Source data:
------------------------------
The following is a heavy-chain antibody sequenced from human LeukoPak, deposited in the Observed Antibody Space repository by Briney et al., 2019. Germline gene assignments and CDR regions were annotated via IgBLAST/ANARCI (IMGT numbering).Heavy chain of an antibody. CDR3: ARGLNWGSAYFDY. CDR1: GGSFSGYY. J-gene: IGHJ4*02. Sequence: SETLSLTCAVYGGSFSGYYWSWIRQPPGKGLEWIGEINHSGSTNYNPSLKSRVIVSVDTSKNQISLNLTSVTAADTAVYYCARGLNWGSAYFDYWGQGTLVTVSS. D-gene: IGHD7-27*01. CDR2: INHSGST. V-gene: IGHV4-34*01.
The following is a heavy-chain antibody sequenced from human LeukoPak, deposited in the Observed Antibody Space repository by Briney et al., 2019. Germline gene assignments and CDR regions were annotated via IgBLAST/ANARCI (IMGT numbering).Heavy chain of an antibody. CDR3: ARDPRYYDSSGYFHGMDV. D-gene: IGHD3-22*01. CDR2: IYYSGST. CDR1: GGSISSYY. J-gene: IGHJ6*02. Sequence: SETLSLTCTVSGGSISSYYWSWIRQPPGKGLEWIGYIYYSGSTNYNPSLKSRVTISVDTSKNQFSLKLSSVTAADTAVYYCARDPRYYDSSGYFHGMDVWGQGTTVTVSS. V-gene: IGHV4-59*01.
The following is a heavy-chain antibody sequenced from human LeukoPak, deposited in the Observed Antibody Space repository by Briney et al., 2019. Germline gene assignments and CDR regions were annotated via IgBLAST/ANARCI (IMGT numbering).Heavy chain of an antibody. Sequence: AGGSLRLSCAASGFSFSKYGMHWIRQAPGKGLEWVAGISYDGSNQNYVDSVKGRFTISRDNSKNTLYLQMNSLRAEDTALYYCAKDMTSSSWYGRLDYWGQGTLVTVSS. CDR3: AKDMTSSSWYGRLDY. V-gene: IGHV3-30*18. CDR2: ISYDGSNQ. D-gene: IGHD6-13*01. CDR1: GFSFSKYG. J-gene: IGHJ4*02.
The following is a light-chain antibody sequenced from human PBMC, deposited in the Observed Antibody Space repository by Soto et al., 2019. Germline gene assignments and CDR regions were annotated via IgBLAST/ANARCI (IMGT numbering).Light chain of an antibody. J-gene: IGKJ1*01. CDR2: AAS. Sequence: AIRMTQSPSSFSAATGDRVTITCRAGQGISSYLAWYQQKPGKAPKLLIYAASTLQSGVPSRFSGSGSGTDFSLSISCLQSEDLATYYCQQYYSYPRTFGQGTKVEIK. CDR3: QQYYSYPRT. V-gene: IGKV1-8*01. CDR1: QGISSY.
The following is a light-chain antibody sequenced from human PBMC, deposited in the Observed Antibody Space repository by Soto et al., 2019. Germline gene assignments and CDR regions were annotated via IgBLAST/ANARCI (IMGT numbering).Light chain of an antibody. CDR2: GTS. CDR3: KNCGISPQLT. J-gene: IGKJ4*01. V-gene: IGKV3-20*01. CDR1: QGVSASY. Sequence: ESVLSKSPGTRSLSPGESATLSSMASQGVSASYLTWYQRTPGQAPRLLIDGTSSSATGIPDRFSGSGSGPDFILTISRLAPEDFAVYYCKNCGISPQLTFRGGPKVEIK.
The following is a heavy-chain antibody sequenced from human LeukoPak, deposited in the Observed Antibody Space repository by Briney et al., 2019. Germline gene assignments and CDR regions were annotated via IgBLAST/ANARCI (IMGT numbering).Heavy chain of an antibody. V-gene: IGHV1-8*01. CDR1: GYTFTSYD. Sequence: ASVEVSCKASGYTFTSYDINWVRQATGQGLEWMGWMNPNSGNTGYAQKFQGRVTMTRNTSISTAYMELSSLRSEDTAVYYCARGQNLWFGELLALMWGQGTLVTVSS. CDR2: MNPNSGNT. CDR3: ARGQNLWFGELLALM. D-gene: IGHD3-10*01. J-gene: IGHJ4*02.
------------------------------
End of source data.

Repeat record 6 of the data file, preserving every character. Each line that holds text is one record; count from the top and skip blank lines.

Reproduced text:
The following is a heavy-chain antibody sequenced from human LeukoPak, deposited in the Observed Antibody Space repository by Briney et al., 2019. Germline gene assignments and CDR regions were annotated via IgBLAST/ANARCI (IMGT numbering).Heavy chain of an antibody. V-gene: IGHV1-8*01. CDR1: GYTFTSYD. Sequence: ASVEVSCKASGYTFTSYDINWVRQATGQGLEWMGWMNPNSGNTGYAQKFQGRVTMTRNTSISTAYMELSSLRSEDTAVYYCARGQNLWFGELLALMWGQGTLVTVSS. CDR2: MNPNSGNT. CDR3: ARGQNLWFGELLALM. D-gene: IGHD3-10*01. J-gene: IGHJ4*02.